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William H. Sanders

Dean, Carnegie Mellon University College of Engineering

About William H. Sanders

William H. Sanders became dean of Carnegie Mellon University’s college of engineering in 2020. Before coming to Carnegie Mellon, he spent 25 years at the University of Illinois in various faculty and leadership roles. In 2018, Sanders was appointed as the interim director of the Discover Partners Institute, a purpose-driven, collaborative research institute focused on building prosperity for all through technology-based economic growth. During his time at the University of Illinois, he spent six years as the head of the department of electrical and computer engineering and director of both the Information Trust Institute and the Coordinated Science Lab. Sanders earned his bachelor’s degree in computer engineering, a master’s degree in computer, information, and control engineering, and a doctorate in computer science and engineering, all from the University of Michigan.

Over the course of his research career, Sanders has published more than 270 technical papers in the areas of secure and dependable computing and resiliency metrics and evaluation for critical infrastructures. He created some of the earliest secure power grid architectures, as well as the assessment tools and metrics to quantify smart grid resilience. In 2005, Sanders was the principal investigator of the NSF-supported center-scale power grid program, which brought together prominent universities with major utilities and power grid equipment vendors in the first-ever university-industry-government partnership for power system cybersecurity. The center was the first to propose a comprehensive architecture for a secure smart grid through further development of the resiliency mechanisms pioneered earlier by Sanders.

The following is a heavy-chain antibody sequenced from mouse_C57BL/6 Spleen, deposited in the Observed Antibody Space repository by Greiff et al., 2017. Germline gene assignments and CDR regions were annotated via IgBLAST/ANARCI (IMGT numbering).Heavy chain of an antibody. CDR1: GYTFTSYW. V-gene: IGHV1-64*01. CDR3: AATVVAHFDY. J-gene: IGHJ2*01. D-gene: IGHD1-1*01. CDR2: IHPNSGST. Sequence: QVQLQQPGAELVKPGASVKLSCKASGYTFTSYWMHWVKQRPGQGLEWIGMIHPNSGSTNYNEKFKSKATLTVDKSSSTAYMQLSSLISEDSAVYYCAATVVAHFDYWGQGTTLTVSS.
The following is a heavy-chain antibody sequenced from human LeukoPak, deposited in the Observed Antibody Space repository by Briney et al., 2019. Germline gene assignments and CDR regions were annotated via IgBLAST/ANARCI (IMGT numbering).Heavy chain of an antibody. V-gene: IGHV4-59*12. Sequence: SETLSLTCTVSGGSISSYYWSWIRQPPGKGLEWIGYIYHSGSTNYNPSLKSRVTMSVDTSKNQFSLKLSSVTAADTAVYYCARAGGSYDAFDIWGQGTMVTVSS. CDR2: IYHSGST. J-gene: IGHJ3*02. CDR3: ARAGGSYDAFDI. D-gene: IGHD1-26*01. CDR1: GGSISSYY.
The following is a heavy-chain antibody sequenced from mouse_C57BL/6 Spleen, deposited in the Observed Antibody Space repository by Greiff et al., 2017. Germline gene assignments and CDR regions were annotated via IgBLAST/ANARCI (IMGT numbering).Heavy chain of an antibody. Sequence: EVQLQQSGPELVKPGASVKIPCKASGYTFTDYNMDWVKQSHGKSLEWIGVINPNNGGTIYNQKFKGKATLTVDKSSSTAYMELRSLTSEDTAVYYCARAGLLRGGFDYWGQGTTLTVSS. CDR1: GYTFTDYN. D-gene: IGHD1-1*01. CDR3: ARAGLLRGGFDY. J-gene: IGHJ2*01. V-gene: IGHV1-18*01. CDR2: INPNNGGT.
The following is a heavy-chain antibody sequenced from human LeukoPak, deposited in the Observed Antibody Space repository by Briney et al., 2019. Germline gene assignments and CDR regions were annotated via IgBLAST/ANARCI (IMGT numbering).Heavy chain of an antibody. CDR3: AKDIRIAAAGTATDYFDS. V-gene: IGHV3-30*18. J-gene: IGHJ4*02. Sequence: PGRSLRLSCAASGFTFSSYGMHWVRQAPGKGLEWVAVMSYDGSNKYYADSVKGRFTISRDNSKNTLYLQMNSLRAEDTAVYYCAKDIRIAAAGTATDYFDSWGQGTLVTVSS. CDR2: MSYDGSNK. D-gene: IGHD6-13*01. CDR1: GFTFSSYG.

In addition to these prestigious accomplishments, Sanders has received numerous academic and industry awards, including the Institute of Electrical and Electronics Engineers (IEEE) Technical Field Award, Innovation in Societal Infrastructure. He is an elected fellow of IEEE, the Association for Computing Machinery, and the American Association for the Advancement of Science, as well as the co-founder of Network Perception Inc.

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